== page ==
Design as a discipline, elevated to art

Smitha Sadanandan | Updated on January 20, 2018 Published on June 15, 2016

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Fabrizio Buonamassa Stigliani, director of the Bulgari Watches Design Centre, talks about design inspiration, Bulgari’s aesthetic codes and more

Fabrizio Buonamassa Stigliani has always loved to sketch. He spent considerable time dreaming up cars, trains, helicopters, shoes, sunglasses, watches and everything imaginable. His fascination for objects saw him study industrial design at the Institute for Industrial Arts of Rome and begin his career at Fiat Style Centre in Turin. After three years, he decided to move on and pursue his passion for watches; thus joining Bulgari’s watch design team (in 2001). Since 2007, as Director of the Bulgari Watches Design Centre, Buonamassa has been designing distinct horological marvels, seeking out new challenges and continually adding new pieces to the brand’s watch universe. Here, he talks about his design inspirations, the essence of Bulgari, and more.

As an industrial designer, whose works inspire you the most? Both on a personal and professional level?

Generally speaking, Italian design traditions have informed every aspect of my work and are always in the background, whenever I’m designing a new watch. The industrial design, as we know it today, was born with the Industrial Revolution and was essentially a discipline created to ‘dress’ the products created by the industry. Italians have managed, over the years, to develop this discipline combining it with the ‘aesthetic’ and elevating it to a form of art. I specially admire all those Italian industrial designers who have made such a significant impact on culture and daily life: with their works they have been able to innovate by creating new types of products and ‘educating’ consumers to use them in a different way, so they provided the objects with a second life and, at the same time, with an innate sense of proportion and refined taste. Bulgari creations are often imbued with the same spirit, like in the case of Tubogas.

What would you say are the most important aspects of your current role?

The brand and its heritage are of great importance. Bulgari uses very strong and clear aesthetic codes that must always identify products as belonging to the maison.

We are very focused on the distinctive ‘signs’ of the brand and are working to introduce new products with the exact same recognisable and contemporary codes. This represents a key responsibility and a big challenge for me, since we have a huge heritage at our disposal — and we must handle and manage it with extreme care, while evolving it coherently and gradually over time. Another key aspect is to constantly bear in mind the customers, who will use our watches: their needs, their attention to detail as well as their refined taste and desire for objects created with passion. I continually think about how customers will use the products that I’m about to design.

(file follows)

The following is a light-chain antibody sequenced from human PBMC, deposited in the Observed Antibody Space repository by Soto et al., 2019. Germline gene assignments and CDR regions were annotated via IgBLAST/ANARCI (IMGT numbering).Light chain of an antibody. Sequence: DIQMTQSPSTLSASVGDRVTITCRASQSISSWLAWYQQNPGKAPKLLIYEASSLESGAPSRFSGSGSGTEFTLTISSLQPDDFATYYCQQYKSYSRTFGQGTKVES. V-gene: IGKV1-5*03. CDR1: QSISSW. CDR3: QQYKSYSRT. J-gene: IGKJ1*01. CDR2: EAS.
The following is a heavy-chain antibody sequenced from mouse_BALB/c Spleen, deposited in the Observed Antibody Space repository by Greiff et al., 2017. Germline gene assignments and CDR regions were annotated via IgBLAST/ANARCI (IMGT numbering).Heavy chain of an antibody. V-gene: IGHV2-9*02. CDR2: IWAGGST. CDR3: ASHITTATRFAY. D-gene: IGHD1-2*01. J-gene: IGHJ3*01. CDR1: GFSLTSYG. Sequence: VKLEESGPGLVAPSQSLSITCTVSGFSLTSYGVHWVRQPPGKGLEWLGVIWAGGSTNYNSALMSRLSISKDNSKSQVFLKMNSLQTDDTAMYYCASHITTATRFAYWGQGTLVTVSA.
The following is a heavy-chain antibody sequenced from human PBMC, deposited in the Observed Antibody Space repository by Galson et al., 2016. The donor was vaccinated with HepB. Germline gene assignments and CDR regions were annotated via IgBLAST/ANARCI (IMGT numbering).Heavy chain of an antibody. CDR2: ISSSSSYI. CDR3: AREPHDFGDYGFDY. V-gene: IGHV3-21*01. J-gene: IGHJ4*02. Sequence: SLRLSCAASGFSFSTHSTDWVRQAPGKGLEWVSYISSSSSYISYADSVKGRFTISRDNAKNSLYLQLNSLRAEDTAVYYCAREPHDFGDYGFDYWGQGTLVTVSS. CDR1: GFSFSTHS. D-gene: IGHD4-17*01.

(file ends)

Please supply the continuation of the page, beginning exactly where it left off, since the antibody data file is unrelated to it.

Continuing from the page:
How do you find original ideas for your designs?

My mission is to constantly reinterpret Bulgari's rich stylistic and cultural heritage in a contemporary language in line with the brand's DNA. The key issue, when designing a product, is to understand the design and aesthetic language that are behind it, the usage possibilities, the material, and its history. Once you understand the ‘culture of the project’, you can draw cars, watches, jewellery or other objects. In my case, the inspiration often comes from the brand itself: the history of Bulgari is so rich and full of ideas, which is itself a primary source of inspiration. Rome with its architecture, monuments and its special light represents another very strong source of inspiration. The proportions found in Roman architectures embody a magnificence that we often try to transfer and convey in our products.

How would you describe the Bulgari watch universe?

Pure volumes, geometric solids and unique proportions are the key elements that identify products created by Bulgari. Each Bulgari watch is designed to feature the meticulous precision of Swiss savoir-faire and the innovation of Italian creativity, blending together the tradition of these countries to produce the pinnacles of their expertise. Architectural proportions, Italian taste and simple geometric shapes represent the brand’s individual style and are the typical features of all Bulgari creations.

How do you balance form and function in a Bulgari watch?

Aesthetic codes and technology are equally important in a Bulgari watch. The whole Octo Finissimo collection represents a very good example of this aspect, because these ultra-thin timepieces exemplify the Bulgari ideal of fusing distinctive and powerful Italian design with the finest in Swiss haute horlogerie calibers. The Octo Finissimo Minute Repeater, just launched at Baselworld 2016, boasts both the world’s thinnest minute repeater movement and the world’s thinnest case, and, in typical Bulgari style, the case is as breathtaking as the movement.

What prompted Bulgari’s first complication for women – Giardino Tropicale di Bulgari — in 2012?

With the introduction of Il Giardino Tropicale, for the first time, the codes of high jewellery have been blended with the watchmaking tourbillon function. The two apparently so distant worlds were fused together!

What are the elements that you believe make for a beautiful jewellery watch?

Bold, colourful, historic yet innovative. Bulgari high jewellery watches are chromatic masterpieces and instantly recognisable. We use the same aesthetic codes at the base of the high jewellery pieces, which reflect the essence of the brand.

The writer is a London-based freelance journalist and Co-Editor (International) of

Published on June 15, 2016
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